Comfortably numb? Experiences of people with stroke and lower limb sensation deficits : impact and solutions

Luckie, H ORCID: https://orcid.org/0000-0002-0854-5406, Hollands, K ORCID: https://orcid.org/0000-0002-3691-9532, Williamson, T ORCID: https://orcid.org/0000-0002-7736-0712, Nester, CJ ORCID: https://orcid.org/0000-0003-1688-320X and Williams, AE ORCID: https://orcid.org/0000-0003-1224-4347 2019, 'Comfortably numb? Experiences of people with stroke and lower limb sensation deficits : impact and solutions' , Disability and Rehabilitation: Assistive Technology , pp. 1-8.

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Abstract

Purpose: To explore personal experiences of loss of foot sensation following stroke in order to inform the focus of clinical assessments and development of a vibrotactile insole.
Methods: Qualitative design with an interpretive phenomenological approach to data collection and analysis. Eight community dwelling adults with stroke (>6 months) and sensory impairment in the feet participated. Data was collected via conversational style interviews which were transcribed and analyzed using a thematic framework. Themes were verified with co-researchers and a lay advisory group.
Results: Data formed four themes: Sensory deficits are prevalent and constant, but individual and variable; Sensory deficits have a direct impact on balance, gait, mobility and falls; Sensory deficits have consequences for peoples’ lives; Footwear is the link between function, the environment and identity. They embraced the concept of discrete vibrotactile insoles, their potential benefits and demonstrated a willingness to try it.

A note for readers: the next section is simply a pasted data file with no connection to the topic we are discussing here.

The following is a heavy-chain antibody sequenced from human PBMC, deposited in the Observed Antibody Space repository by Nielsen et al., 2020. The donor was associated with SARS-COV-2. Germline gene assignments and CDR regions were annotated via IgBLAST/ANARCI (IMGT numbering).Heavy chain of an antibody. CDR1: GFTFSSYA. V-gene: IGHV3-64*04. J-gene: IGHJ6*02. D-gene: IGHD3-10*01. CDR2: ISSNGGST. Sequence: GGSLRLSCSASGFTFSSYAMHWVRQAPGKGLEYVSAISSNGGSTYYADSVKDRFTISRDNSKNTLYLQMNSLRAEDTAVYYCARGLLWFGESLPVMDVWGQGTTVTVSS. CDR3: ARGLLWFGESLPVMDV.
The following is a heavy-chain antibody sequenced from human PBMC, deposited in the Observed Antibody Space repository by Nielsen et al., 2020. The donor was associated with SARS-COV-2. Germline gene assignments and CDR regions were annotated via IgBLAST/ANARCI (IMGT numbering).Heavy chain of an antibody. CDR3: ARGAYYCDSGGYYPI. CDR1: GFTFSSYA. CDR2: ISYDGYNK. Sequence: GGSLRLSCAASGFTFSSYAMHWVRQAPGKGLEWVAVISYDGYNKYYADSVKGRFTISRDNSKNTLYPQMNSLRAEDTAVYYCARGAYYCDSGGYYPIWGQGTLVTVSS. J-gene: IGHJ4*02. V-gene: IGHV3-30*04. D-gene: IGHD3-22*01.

Conclusions: Sensory deficit contributes to effects upon physical function, mobility and activity. Clinical outcome measures need to capture the emotional, psychological and social impacts of sensory deficit. Participants demonstrated a resilience and resourcefulness through adaption in daily living and self-management of footwear. The participants focus on footwear provides the opportunity to develop discrete and non-burdensome vibrotactile insoles for this patient group.

Item Type: Article
Schools: Schools > School of Health and Society > Centre for Health Sciences Research
Journal or Publication Title: Disability and Rehabilitation: Assistive Technology
Publisher: Taylor & Francis
ISSN: 1748-3107
Related URLs:
Funders: National Institute for Health Research Brain Injury Healthcare Technology Co-operative Trust
Depositing User: K Hollands
Date Deposited: 16 Oct 2019 13:58
Last Modified: 03 Jan 2020 11:37
URI: http://usir.salford.ac.uk/id/eprint/52727

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